On the other hand, Science also brought us nuclear weapons, the Apollo 1 fire and two space shuttle disasters, Chernobyl, computer viruses, armed drones, and electronic spying. Soon, perhaps, an artificial intelligence Singularity may be looming.

In my view, science is a tool, like a knife or hammer. People can use it for good or evil. It amplifies our capacity for both. The concepts of good or evil reside in the individual human mind. To ask if Science will save humanity is like asking if a hammer will save humanity. It depends on how we use the tool.

The real question is whether our good natures will prevail over our evil ones. I think there are far more good people than evil ones, but the evil ones have greater influence per capita. For some reason, a few clever evil people can sway many good people to their side.

So far, across the span of human time our good natures have won out and the products of science have proffered more benefits than harm. On average, life is better now than in the past, for most. But it’s a close thing, and our history shows frequent backsliding.

Whether humanity achieves Utopia, destroys itself, or some outcome in between, Science will deserve neither credit nor blame. Only the human capacity for love or hate will determine our future. And that’s the realm of fiction writers like—

Poseidon’s Scribe

Been to Utopia and Dystopia, and I prefer…

Judging from recent literature, the future looks bleak. The Hunger Games, Divergent, The Maze Runner, Delirium, Matched, Legend, and others paint visions of worlds much worse than our own.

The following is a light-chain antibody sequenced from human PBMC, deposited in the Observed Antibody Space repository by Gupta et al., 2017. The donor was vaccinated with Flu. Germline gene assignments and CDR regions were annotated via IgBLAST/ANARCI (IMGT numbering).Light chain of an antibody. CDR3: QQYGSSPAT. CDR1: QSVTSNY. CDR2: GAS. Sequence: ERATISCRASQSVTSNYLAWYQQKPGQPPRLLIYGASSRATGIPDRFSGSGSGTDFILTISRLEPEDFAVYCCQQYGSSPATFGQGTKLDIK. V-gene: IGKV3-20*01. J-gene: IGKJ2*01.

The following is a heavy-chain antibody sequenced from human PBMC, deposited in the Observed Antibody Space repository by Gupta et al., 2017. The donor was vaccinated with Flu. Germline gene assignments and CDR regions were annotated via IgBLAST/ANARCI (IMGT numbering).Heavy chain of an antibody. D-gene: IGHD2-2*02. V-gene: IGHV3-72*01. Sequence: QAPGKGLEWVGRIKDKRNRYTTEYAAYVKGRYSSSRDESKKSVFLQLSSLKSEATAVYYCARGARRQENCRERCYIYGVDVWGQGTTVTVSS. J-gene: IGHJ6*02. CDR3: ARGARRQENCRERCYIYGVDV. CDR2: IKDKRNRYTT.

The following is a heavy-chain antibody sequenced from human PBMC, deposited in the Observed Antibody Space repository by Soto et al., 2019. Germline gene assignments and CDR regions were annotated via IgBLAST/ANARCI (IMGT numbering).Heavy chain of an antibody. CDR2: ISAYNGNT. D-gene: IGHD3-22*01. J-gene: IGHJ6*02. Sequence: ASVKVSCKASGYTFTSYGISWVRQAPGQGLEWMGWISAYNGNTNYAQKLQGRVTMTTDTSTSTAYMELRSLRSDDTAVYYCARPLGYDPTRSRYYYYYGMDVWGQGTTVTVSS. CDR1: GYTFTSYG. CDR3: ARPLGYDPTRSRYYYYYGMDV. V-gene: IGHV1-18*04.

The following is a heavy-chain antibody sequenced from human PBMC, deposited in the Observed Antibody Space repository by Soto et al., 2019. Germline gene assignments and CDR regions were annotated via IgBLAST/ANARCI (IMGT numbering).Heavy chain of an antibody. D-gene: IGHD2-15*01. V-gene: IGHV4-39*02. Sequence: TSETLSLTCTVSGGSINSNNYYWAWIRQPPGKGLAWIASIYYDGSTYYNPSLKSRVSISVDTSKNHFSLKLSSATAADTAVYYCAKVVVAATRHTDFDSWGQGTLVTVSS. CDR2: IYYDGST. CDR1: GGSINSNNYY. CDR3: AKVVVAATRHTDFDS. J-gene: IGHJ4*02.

Without question, these books sell well. Some have become movies. We readers have a fascination with dismal futures, possibly because:

  • They make our own present seem better by comparison;
  • We like to imagine the end result of current downward trends;
  • The character’s stakes are high, the conflicts larger than life;
  • We identify with being a victim of society;
  • It’s inspiring to read about characters making the best of things in the worst of places; or
  • Millennials, raised in the shadow of 9-11, actually believe their future will be worse than their present.

city-654849_960_720From the writer’s point of view, dystopias have this advantage—at least one of the book’s conflicts is baked in from the start. There will be some sort of man vs. society conflict going on. Whatever other conflicts are present, you’ll find a struggle between the individual and the state. By contrast, in utopias, conflict is harder to come by.

For this post, I’ll define utopian literature to refer to fiction set in a future world that’s better and more technologically advanced than our own, but is not necessarily a perfect world. Dystopian literature is fiction set in a future world worse than our own (with either more advanced or less advanced technology), it’s but not necessarily a completely hellish world.